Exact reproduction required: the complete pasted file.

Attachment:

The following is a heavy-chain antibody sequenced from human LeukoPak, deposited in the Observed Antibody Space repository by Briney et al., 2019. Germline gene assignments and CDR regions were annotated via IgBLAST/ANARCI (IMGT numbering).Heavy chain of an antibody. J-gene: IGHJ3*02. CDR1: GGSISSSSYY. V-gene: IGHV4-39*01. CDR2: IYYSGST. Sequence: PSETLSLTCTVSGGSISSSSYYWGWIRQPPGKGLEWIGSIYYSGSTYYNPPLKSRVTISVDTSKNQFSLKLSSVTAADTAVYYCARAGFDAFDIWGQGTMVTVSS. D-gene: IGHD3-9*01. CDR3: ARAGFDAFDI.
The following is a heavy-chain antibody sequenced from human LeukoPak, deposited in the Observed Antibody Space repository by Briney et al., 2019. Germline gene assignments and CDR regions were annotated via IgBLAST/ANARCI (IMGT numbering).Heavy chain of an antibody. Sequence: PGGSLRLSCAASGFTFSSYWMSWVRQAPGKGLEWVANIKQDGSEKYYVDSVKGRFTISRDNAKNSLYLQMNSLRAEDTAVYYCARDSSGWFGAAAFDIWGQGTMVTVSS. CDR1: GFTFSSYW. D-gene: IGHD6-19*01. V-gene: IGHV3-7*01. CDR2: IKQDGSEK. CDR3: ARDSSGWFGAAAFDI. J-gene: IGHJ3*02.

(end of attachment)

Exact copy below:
The following is a heavy-chain antibody sequenced from human LeukoPak, deposited in the Observed Antibody Space repository by Briney et al., 2019. Germline gene assignments and CDR regions were annotated via IgBLAST/ANARCI (IMGT numbering).Heavy chain of an antibody. J-gene: IGHJ3*02. CDR1: GGSISSSSYY. V-gene: IGHV4-39*01. CDR2: IYYSGST. Sequence: PSETLSLTCTVSGGSISSSSYYWGWIRQPPGKGLEWIGSIYYSGSTYYNPPLKSRVTISVDTSKNQFSLKLSSVTAADTAVYYCARAGFDAFDIWGQGTMVTVSS. D-gene: IGHD3-9*01. CDR3: ARAGFDAFDI.
The following is a heavy-chain antibody sequenced from human LeukoPak, deposited in the Observed Antibody Space repository by Briney et al., 2019. Germline gene assignments and CDR regions were annotated via IgBLAST/ANARCI (IMGT numbering).Heavy chain of an antibody. Sequence: PGGSLRLSCAASGFTFSSYWMSWVRQAPGKGLEWVANIKQDGSEKYYVDSVKGRFTISRDNAKNSLYLQMNSLRAEDTAVYYCARDSSGWFGAAAFDIWGQGTMVTVSS. CDR1: GFTFSSYW. D-gene: IGHD6-19*01. V-gene: IGHV3-7*01. CDR2: IKQDGSEK. CDR3: ARDSSGWFGAAAFDI. J-gene: IGHJ3*02.